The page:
A Garden for All Seasons
Each shift in the weather brings changes to their garden.
By Isabel Paulman Bush, St. Joseph, Missouri
While driving along a picturesque country road, Joe and Ann Studer came across a tiny cabin surrounded by beautiful acreage. Further investigations led them to a one-room cabin with 17 acres of pasture and trees. Instantly, they fell in love with it and soon bought it. For the last 32 years, they have been busy making the St. Joseph, Missouri yard the thriving garden it is today.
While the tiny cabin was fine for a little while, it didn't take long before Joe and Ann wanted a new cottage home. Building took longer than expected, but with its completion came the exciting part—they could start focusing on their landscape. Over the years, their hard work has paid off. The result is a garden that has interest all year long.
In the earliest days of spring, the Studers' garden is bursting with color from their many tulip, crocus, daffodil and other early-blooming bulbs. Other perennials, like iris, peonies, poppies and bleeding hearts, follow close behind.
Their remarkable perennial beds provide color throughout. Their yard is filled with astilbe, butterfly bush, clematis, lilies, hosta, bee balm, phlox, black-eyed Susan, hens-and-chicks, yucca, hollyhocks and purple coneflowers.
If that weren't enough for the eyes, the Studers plant a multitude of annuals each year. When they're coupled with the perennials, it creates an exquisite profusion of color and texture.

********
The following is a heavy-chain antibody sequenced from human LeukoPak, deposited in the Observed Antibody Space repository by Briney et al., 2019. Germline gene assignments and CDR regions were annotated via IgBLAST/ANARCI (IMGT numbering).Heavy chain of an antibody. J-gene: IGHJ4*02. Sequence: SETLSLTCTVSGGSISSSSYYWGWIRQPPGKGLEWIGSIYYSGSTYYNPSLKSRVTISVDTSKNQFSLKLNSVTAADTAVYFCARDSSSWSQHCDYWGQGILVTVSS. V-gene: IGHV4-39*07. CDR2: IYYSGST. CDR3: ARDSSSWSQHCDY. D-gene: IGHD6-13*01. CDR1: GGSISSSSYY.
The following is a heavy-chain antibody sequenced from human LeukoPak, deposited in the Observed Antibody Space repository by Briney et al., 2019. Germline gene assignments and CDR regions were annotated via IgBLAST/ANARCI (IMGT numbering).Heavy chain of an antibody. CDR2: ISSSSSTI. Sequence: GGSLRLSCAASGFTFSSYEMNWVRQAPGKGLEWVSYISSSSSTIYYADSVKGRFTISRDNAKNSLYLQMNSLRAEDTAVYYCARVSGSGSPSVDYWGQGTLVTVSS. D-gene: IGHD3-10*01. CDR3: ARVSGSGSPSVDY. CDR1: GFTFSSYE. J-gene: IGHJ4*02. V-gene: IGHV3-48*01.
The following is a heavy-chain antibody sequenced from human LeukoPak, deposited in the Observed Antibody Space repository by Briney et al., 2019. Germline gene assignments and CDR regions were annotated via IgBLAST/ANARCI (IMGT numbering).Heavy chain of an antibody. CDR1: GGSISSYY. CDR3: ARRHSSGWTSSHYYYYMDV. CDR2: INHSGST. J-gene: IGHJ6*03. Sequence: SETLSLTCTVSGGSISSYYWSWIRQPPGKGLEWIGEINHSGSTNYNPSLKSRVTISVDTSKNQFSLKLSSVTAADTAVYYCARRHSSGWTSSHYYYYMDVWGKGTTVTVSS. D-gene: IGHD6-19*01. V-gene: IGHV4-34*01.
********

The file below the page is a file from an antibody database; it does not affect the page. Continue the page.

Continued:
Since the weather can be unpredictable, many of their annuals and perennials are fairly low maintenance and drought resistant. However, water is needed in summer for their window boxes, hanging baskets and pots, so Joe uses his own system to collect rainwater from the gutters and downspouts. It's a 55-gallon barrel he found in his father's wine cellar!
Because their yard is sizeable, the Studers never deadhead. Rather, the seeds are gathered and dispersed in new areas. Many times, this also means an excess of plants to share with other garden enthusiasts.
One of the highlights of the Studers' garden is a large pond with streams and waterfalls. Numerous succulents, water plants and a bog surround it, adding to their yard's season-long color frenzy.
Their garden is always a flurry of activity. Birdhouses and custom-made bird feeders attract a wide variety of birds. Cardinals, wrens, bluebirds, barn swallows, finches, woodpeckers, tufted titmice, robins, blue jays, orioles and flycatchers visit, feast and nest. The flower garden is also host to many types of butterflies.
Down at the pond are four wooden houses where ducks hatch their eggs. Chinese geese, blue Swedish ducks and mallards roam the grounds and swim in the pond stocked with bass, bluegill and crappie. And, in the adjoining fenced pastures, horses, baby mules, a pony, peacocks and chickens can been seen parading around or peering over the fence.
This outstanding setting is gladly shared with family and friends. But Joe and Ann find time to relish their own hours of peace and well-being given to them by their all-seasons flower wonderland.